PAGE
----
Arab commentators express mixed feelings on the second anniversary of the fall of Baghdad to the US-led coalition.
But papers in Iraq and elsewhere also look to the future by focusing on the implications of the election of Kurdish leader Jalal Talabani as interim president.
There are, in fact, conflicting feelings. Some [Iraqis] believe that the US troops, although they brought salvation from an unjust 35-year rule, did not carry out what they claimed they would do and did not implement the slogans they promoted regarding democracy, freedom, pluralism etc... Some believe that some countries do not want Iraq to enjoy stability - something that will lead to keeping the US and the multinational troops in Iraq. Many people believe that the departure of the US and the multinational troops will provide the way out of the ordeal.
Iraqi journalist Talib al-Janabi in Al-Hillah in Al-Jazeera TV interview
The new Iraqis celebrate their second year exercising political power after spending the longest period - among all the Arabs - in opposition... The new political power has become a reality that demonstrates the depth of the changes in Iraq - changes that are taking place not only thanks to the US occupation, but also thanks to the fact that the Iraqis have been prepared to overcome their past experiences.
Commentary by Abd-al-Wahhab Badr-Khan in London's Al-Hayat
Today marks the second anniversary of the fall of Iraq under American occupation... The new Iraq is a corrupt, racist and sectarian Iraq which has done nothing but undermine its identity, divide its people, threaten their national unity and kill thousands of its children. The new Iraq was built on a lie, and the WMD fabrication. Anything built on a lie will be nothing but a lie.
Commentary in London Al-Quds Al-Arabi
The American occupier announced that Baghdad fell on 9 April 2003 without any real fighting... However, the truth is rather different: neither Iraq nor Baghdad fell without a fight for a simple reason: the Iraqi resistance went into action in record time, forcing the history books to be rewritten. The American occupier is no longer able to breathe freely in Iraq, nor is he free to move around in Baghdad's streets and neighbourhoods.
Commentary by Nawaf Abu-al-Hayja in Jordan's Al-Dustur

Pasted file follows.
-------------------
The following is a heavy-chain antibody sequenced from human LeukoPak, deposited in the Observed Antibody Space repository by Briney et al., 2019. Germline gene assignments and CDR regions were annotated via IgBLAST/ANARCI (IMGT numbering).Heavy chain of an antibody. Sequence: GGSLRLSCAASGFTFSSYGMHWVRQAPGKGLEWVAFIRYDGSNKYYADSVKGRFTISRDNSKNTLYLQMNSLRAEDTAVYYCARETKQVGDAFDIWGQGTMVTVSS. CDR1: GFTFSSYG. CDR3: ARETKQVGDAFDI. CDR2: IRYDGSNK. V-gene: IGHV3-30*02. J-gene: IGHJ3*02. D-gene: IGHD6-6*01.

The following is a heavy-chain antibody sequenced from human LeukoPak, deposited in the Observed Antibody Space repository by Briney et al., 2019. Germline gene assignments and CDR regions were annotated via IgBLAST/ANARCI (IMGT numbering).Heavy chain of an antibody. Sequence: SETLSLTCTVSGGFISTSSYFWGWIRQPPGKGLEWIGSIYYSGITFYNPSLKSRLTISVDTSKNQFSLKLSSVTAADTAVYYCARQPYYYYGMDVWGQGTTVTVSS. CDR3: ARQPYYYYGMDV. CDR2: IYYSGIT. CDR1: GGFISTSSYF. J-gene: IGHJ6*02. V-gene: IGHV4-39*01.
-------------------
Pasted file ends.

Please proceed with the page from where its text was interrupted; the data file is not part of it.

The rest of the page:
The choice of the first ever Kurd, Jalal Talabani, as president of an important Arab country such as Iraq should not be seen as the recent single most important development in Iraq... Even in our Arab countries, it is not strange to find an individual from a minority at the helm of state.
Editorial in Saudi Al-Watan
There is no doubt that the election of the Kurd Jalal Talabani, as the president of Iraq, indicates a very bold and smart move. It aims at ending the secessionist discord among the Kurds, and the fears of Iraq's neighbours, particularly Turkey, which feels restless since the beginning of the US occupation in Iraq.
Editorial in Egypt's Al-Akhbar
The recent statement by Arab League Secretary General Amr Musa, to the effect that what is going on in Iraq does not necessarily feature democracy and that Arab states have nothing to do with it, struck me as very strange indeed. Mr Musa should know that Iraqis care nothing for what he says or will say in the future, for they want none of him, nor of his League.
Commentary by Sami Kadhim Faraj in Iraq's Al-Mu'tamar
Our elation at Mam (Kurdish for "Uncle") Jalal's election as president of Iraq - a great triumph for democracy in this country - is matched only by the exasperation of those who, complacent about decades-old injustices, fail to see this as anything but an unjust deviation from the norm.
Editorial by Bassim al-Shaikh in Iraq's Al-Dustur
A package deal, like the one struck between the Shia alliance and the Kurdish coalition, entails that each two side is morally and legally committed to vote for the agreed candidates... whereas many of the Kurdish members voted for the Shia candidate as had been agreed, most of the Shia members did not reciprocate by voting for the Kurdish candidate... Such behaviour makes a very bad start that will seriously hamper the process of building the new Iraq.
Commentary by Adnan Hussain in Iraq's Al-Sharq al-Awsat
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